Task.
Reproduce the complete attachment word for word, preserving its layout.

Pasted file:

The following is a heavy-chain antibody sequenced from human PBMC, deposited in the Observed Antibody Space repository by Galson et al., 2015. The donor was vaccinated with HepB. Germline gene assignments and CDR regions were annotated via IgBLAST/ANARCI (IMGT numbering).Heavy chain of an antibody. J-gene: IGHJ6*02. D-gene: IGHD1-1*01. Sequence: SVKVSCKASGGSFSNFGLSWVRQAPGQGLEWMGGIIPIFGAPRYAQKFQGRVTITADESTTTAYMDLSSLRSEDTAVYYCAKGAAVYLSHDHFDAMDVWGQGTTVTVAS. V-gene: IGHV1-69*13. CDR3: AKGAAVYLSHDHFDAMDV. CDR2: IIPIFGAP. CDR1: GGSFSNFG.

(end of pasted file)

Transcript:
The following is a heavy-chain antibody sequenced from human PBMC, deposited in the Observed Antibody Space repository by Galson et al., 2015. The donor was vaccinated with HepB. Germline gene assignments and CDR regions were annotated via IgBLAST/ANARCI (IMGT numbering).Heavy chain of an antibody. J-gene: IGHJ6*02. D-gene: IGHD1-1*01. Sequence: SVKVSCKASGGSFSNFGLSWVRQAPGQGLEWMGGIIPIFGAPRYAQKFQGRVTITADESTTTAYMDLSSLRSEDTAVYYCAKGAAVYLSHDHFDAMDVWGQGTTVTVAS. V-gene: IGHV1-69*13. CDR3: AKGAAVYLSHDHFDAMDV. CDR2: IIPIFGAP. CDR1: GGSFSNFG.